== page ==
Quality Assessors as Paradigmatic Rational Actors

Posted April 15th, 2008 by Jerry Ravetz and filed in Ignorance of Ignorance

A brief supplement to my last post, from: ‘Ratings game: As housing boomed, Moody’s opened up’, by Aaron Lucchetti, Wall Street Journal – Europe, April 14, 2008, pp. 16-17.

Bond issuers, knowing that a higher rating means they pay a lower interest rate, have an incentive to shop around among rating agencies. And they have clout as they shop: They are the ones paying the bill…

…“There never was an explicit directive to subordinate quality rating to market share,” says Mark Froeba, a former Moody’s analyst who recently started a bond valuation company that may compete with rating firms. “There was, rather, a palpable erosion of institutional support for rating analysis that threatened market share.” An example would be raising too many legal issues on deals, slowing them down unnecessarily.

Eye-rack, sub-prime, and three neo’s

Posted April 2nd, 2008 by Jerry Ravetz and filed in Ignorance of Ignorance

The two new words, Eye-rack and sub-prime, sum up the crisis in the American empire and its ideology. And they will help us to dispense with the three neo’s.
In both cases, there is the classic cycle of fantasy, mendacity, corruption and incompetence. The details differ. For Eye-rack, the fantasy has its obvious start in the ‘Project for the New American Century’ of 1995. In that neo-con manifesto, the prospect of absolute American domination in all spheres and dimensions was given as both a necessity and a plan. Then other fantasies came in, most famously the one where a ‘high White House official’ told the writer Ron Suskind that we no longer need to be reality-based (just as we no longer need to be faith-based); our will is supreme. The mendacity of March 2003 needs no rehearsing here, the corruption of the American occupation is legion, and its incompetence is acknowledged even by its supporters. Now we have a war that we cannot win and dare not stop.
For sub-prime, the fantasy has been that what goes up must go up indefinitely. The sophisticated mathematical models whereby traders moved their bets around simply did not have facilities for dealing with bad news (Alan Greenspan has confirmed this). Even when the U.S. housing market softened two years ago, the system could not recognize the change or its potentially lethal consequences. As to corruption, the shyster practices that were indulged in by the whole American financial industry, from the bottom to the top, are now known to all. This involved large-scale mendacity, as securities of junk quality were promoted and traded as if they had real value, rather than being just the numbers pasted on by the universal mutual con-job. And the incompetence needs no description, as we may all yet be engulfed in its consequences.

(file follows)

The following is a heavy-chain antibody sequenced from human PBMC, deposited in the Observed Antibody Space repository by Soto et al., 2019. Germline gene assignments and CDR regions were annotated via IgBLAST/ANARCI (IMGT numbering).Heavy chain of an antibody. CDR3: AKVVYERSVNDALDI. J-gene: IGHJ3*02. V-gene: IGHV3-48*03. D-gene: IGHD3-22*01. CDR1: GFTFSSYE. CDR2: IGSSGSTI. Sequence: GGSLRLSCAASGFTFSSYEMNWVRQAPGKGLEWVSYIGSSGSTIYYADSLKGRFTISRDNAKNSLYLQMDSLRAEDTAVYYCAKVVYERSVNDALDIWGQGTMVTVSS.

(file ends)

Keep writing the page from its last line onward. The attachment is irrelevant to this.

The effects on the American empire, both its power and its ideology, will be drastic. As the rest of the world decouples from its economy, they will surely decouple from its politics and military as well. Since South America has effectively declared independence, Africa has gone Chinese, and the oil has gone to the Iranians and the post-Soviets, there is little left for America’s super-profits or even security. As to GB, we can say that Gordon Brown’s journey to the east, with top businessmen as pilgrims, and shouting the message “Come and buy up whatever you want” was an early sign of a declaration of independence.
The consequences of sub-prime and Eye-rack for our ideas about society should be profound. The evil pair of neo’s, -liberal and -conservative, cannot survive this debacle with their plausibility intact. After the steady degradation of the Socialist and Statist ideals in the post-war period, the right-wing reaction really did seem like a liberation to many. ‘Regulation with a light touch’ along with the stripping down of the state, has remained the constant in British politics from Thatcher herself through the three Thatcherites who have followed. And now we find all those ardent apostles of free enterprise, with all their contempt for the nanny state, running to mummy for protection against the consequences of their own criminal folly. Can anyone now say, with a straight face, that Business Knows Best, that the profit motive is the way to get things done all through social institutions, and that we should all praise and welcome our millionaires?
The neo-conservative ideology has long since been in tatters. All those who have depended on it, including the right-wingers who control Israeli politics, will find themselves exposed. As the dollar sinks and the Sovereign Wealth Funds of the Gulf states increase in influence, the balance of power can shift only one way. It is impossible to tell how all this will work out, but the old assumptions can no longer be sure to hold.